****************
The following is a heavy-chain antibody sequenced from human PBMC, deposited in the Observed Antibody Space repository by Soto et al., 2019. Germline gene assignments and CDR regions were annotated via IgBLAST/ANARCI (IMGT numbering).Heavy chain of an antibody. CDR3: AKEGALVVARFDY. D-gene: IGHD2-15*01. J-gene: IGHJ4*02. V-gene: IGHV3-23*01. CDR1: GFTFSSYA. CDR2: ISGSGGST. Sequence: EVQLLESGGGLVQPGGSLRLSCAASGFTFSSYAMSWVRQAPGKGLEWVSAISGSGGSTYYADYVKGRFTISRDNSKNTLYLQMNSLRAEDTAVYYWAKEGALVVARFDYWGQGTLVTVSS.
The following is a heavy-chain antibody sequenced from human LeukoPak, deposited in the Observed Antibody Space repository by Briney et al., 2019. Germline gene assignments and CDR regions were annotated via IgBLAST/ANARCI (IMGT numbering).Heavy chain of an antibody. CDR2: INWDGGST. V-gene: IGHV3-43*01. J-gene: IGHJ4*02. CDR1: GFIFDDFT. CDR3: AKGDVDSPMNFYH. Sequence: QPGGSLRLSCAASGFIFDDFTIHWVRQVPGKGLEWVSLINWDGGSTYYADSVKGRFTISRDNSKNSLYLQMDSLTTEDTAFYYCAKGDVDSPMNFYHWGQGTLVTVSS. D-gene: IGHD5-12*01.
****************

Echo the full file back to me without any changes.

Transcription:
The following is a heavy-chain antibody sequenced from human PBMC, deposited in the Observed Antibody Space repository by Soto et al., 2019. Germline gene assignments and CDR regions were annotated via IgBLAST/ANARCI (IMGT numbering).Heavy chain of an antibody. CDR3: AKEGALVVARFDY. D-gene: IGHD2-15*01. J-gene: IGHJ4*02. V-gene: IGHV3-23*01. CDR1: GFTFSSYA. CDR2: ISGSGGST. Sequence: EVQLLESGGGLVQPGGSLRLSCAASGFTFSSYAMSWVRQAPGKGLEWVSAISGSGGSTYYADYVKGRFTISRDNSKNTLYLQMNSLRAEDTAVYYWAKEGALVVARFDYWGQGTLVTVSS.
The following is a heavy-chain antibody sequenced from human LeukoPak, deposited in the Observed Antibody Space repository by Briney et al., 2019. Germline gene assignments and CDR regions were annotated via IgBLAST/ANARCI (IMGT numbering).Heavy chain of an antibody. CDR2: INWDGGST. V-gene: IGHV3-43*01. J-gene: IGHJ4*02. CDR1: GFIFDDFT. CDR3: AKGDVDSPMNFYH. Sequence: QPGGSLRLSCAASGFIFDDFTIHWVRQVPGKGLEWVSLINWDGGSTYYADSVKGRFTISRDNSKNSLYLQMDSLTTEDTAFYYCAKGDVDSPMNFYHWGQGTLVTVSS. D-gene: IGHD5-12*01.